Guam's leader said Monday that "sometimes a bully can only be stopped with a punch in the nose", in a spirited defence of President Donald Trump's rhetoric against North Korea which has the island in its crosshairs.

While Trump's critics accuse him of inflaming tensions with Pyongyang, Guam governor Eddie Calvo said he was grateful the US leader was taking a strong stance against North Korean threats to his Pacific homeland.

"Everyone who grew up in the schoolyard in elementary school, we understand a bully," Calvo told AFP.

"(North Korean leader) Kim Jong-Un is a bully with some very strong weapons... a bully has to be countered very strongly."

Calvo, a Republican, said Trump was being unfairly criticised over his handling of the North Korea crisis, which escalated when Pyongyang announced plans to launch missiles toward Guam in a "crucial warning".

He said North Korea had threatened Guam -- a US territory which hosts two large military bases and is home to more than 6,000 military personnel -- at least three times since 2013.

Trump has responded by threatening "fire and fury", warning last week that the US military was "locked and loaded" to respond to any aggression.

"President Trump is not your conventional elected leader, what he says and how he says it is a lot different from what was said by previous presidents," Calvo said.

But he pointed out previous presidents had also used strong words to warn off Pyongyang, including Barack Obama who said last year that "we could, obviously, destroy North Korea with our arsenals".

"One president (Obama) said it one way, cool and calmly with a period... the other said fire and fury with an exclamation point, but it still leads to the same message," Calvo said.

He rejected suggestions that Trump and the North Korean dictator were as bad as each other when it came to the sabre-rattling playing out in the western Pacific.

"Well there's only one guy that has vaporised into a red mist his uncle or a general because he fell asleep in a meeting with an anti-aircraft gun, that's Kim Jong-Un," he said.

"There's only one guy that's killed his brother with one of the most toxic nerve agents ever created, that's Kim Jong-Un."

- 'Safe place to visit' -

Some regional players such as China have urged Trump to tone down his rhetoric but Calvo called on them to do more to contain Pyongyang, saying "no one wants to see a war".

"It's not only in the interests of America and its allies, but also China and Russia to see this fellow does not continue in his effort towards nuclearisation or longer-range missiles," he said.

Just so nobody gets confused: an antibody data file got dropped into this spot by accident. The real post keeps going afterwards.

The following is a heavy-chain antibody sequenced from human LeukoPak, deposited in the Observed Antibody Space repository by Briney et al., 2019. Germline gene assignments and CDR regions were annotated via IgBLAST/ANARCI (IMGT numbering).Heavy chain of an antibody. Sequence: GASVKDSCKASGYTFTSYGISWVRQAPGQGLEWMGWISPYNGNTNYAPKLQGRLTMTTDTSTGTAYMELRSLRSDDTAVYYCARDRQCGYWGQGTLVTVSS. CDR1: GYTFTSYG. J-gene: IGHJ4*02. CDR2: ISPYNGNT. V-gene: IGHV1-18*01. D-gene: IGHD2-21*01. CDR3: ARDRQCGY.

"You're allowed to voice those opinions without going to prison, whether you're for the military or against it, unlike North Korea," he said. He acknowledged there were "varying opinions" among Guam's 160,000 residents about the huge US military presence on the island but insisted the majority of inhabitants backed it.

Calvo also dismissed criticism of the US-operated THAAD weapons system, which has been deployed in Guam and is capable of destroying intermediate-range missiles in the final phase of flight.

"It's meant not to shoot people, it's meant to shoot at missiles that kill people," he said.

Calvo said he did not expect the crisis would have a major impact on the island's tourism industry, which draws more than 1.5 million tourists a year.

"Guam's a safe place to go to. Even though all this stuff is going on in the airwaves there has been no added threat level," he said.

"I'm welcoming all the people of the world to come visit Guam, it's a beautiful place."

WATER WORLD
Guam tourism sees silver lining in North Korean threats
Hagatna, Guam (AFP) Aug 11, 2017
Tourism-dependent Guam is looking to cash in on its new-found fame as a North Korean missile target, tapping an unlikely promotional opportunity to attract visitors to the idyllic island and prove that all publicity is good publicity. Pyongyang's threats to launch four missile strikes near the US territory has stirred global curiosity in the remote Pacific destination, with it trending heavi ... read more